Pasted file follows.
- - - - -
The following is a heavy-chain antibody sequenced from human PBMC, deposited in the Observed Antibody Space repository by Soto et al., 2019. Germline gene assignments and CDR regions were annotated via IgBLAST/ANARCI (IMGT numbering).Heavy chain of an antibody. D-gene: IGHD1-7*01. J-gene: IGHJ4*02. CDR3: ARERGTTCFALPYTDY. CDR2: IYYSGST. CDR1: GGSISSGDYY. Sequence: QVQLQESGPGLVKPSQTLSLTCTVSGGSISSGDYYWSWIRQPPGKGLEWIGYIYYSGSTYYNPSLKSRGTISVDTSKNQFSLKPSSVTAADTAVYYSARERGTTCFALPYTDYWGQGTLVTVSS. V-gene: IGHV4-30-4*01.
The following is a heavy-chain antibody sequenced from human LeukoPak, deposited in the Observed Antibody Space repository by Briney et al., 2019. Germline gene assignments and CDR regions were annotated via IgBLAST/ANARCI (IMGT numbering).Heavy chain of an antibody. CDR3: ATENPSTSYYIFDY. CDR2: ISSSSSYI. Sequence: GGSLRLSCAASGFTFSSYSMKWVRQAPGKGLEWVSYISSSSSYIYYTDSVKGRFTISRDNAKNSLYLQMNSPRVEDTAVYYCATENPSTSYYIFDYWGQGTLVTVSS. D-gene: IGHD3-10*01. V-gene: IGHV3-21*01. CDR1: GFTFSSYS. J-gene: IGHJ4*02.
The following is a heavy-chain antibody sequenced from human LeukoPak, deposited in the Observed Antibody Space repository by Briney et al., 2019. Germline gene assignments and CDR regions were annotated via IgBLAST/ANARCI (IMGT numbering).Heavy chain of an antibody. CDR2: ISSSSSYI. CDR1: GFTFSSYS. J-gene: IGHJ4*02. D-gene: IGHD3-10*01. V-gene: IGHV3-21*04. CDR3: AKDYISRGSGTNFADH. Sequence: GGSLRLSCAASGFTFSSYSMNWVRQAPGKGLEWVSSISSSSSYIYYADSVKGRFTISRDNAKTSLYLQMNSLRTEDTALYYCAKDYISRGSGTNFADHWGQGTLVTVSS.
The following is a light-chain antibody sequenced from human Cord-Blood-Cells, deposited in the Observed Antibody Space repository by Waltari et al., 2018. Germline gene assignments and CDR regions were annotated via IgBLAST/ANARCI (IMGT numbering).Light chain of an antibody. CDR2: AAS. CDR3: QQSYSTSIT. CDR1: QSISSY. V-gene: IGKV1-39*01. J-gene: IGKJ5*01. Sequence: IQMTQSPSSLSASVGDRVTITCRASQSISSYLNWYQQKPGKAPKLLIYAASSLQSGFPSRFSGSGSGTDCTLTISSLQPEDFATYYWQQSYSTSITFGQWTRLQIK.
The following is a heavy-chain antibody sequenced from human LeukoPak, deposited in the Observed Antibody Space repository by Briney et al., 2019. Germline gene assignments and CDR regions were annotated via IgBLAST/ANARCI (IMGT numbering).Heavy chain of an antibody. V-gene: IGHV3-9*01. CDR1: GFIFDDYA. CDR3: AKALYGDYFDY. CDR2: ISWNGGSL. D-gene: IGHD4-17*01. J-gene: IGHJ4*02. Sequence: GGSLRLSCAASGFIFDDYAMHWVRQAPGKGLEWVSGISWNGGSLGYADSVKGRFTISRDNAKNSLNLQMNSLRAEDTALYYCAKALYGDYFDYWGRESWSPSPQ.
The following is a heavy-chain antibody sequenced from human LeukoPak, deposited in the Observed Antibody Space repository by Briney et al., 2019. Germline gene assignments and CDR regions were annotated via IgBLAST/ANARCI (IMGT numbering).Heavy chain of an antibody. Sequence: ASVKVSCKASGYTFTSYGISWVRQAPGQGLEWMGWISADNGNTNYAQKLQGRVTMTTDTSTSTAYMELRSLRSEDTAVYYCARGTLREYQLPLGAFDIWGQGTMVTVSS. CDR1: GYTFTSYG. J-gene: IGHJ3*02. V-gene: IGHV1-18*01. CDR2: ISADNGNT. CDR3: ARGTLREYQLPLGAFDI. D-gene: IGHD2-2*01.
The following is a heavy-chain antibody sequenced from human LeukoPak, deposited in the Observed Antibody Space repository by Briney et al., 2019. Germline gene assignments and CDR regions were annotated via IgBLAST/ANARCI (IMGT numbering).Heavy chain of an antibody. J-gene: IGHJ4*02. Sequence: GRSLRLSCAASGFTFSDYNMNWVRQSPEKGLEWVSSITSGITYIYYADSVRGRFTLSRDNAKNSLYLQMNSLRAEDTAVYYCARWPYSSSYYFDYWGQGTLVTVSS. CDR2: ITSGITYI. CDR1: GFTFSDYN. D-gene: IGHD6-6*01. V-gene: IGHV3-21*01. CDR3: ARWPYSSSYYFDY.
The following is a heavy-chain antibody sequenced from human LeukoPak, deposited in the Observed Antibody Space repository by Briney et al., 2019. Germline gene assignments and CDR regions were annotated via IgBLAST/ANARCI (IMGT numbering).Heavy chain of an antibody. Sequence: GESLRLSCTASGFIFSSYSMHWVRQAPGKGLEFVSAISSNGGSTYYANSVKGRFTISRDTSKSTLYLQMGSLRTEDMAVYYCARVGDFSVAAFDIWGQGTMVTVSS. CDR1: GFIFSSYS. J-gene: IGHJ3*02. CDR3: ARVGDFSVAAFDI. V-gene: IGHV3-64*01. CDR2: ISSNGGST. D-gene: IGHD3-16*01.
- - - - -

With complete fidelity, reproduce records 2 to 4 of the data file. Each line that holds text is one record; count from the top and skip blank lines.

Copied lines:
The following is a heavy-chain antibody sequenced from human LeukoPak, deposited in the Observed Antibody Space repository by Briney et al., 2019. Germline gene assignments and CDR regions were annotated via IgBLAST/ANARCI (IMGT numbering).Heavy chain of an antibody. CDR3: ATENPSTSYYIFDY. CDR2: ISSSSSYI. Sequence: GGSLRLSCAASGFTFSSYSMKWVRQAPGKGLEWVSYISSSSSYIYYTDSVKGRFTISRDNAKNSLYLQMNSPRVEDTAVYYCATENPSTSYYIFDYWGQGTLVTVSS. D-gene: IGHD3-10*01. V-gene: IGHV3-21*01. CDR1: GFTFSSYS. J-gene: IGHJ4*02.
The following is a heavy-chain antibody sequenced from human LeukoPak, deposited in the Observed Antibody Space repository by Briney et al., 2019. Germline gene assignments and CDR regions were annotated via IgBLAST/ANARCI (IMGT numbering).Heavy chain of an antibody. CDR2: ISSSSSYI. CDR1: GFTFSSYS. J-gene: IGHJ4*02. D-gene: IGHD3-10*01. V-gene: IGHV3-21*04. CDR3: AKDYISRGSGTNFADH. Sequence: GGSLRLSCAASGFTFSSYSMNWVRQAPGKGLEWVSSISSSSSYIYYADSVKGRFTISRDNAKTSLYLQMNSLRTEDTALYYCAKDYISRGSGTNFADHWGQGTLVTVSS.
The following is a light-chain antibody sequenced from human Cord-Blood-Cells, deposited in the Observed Antibody Space repository by Waltari et al., 2018. Germline gene assignments and CDR regions were annotated via IgBLAST/ANARCI (IMGT numbering).Light chain of an antibody. CDR2: AAS. CDR3: QQSYSTSIT. CDR1: QSISSY. V-gene: IGKV1-39*01. J-gene: IGKJ5*01. Sequence: IQMTQSPSSLSASVGDRVTITCRASQSISSYLNWYQQKPGKAPKLLIYAASSLQSGFPSRFSGSGSGTDCTLTISSLQPEDFATYYWQQSYSTSITFGQWTRLQIK.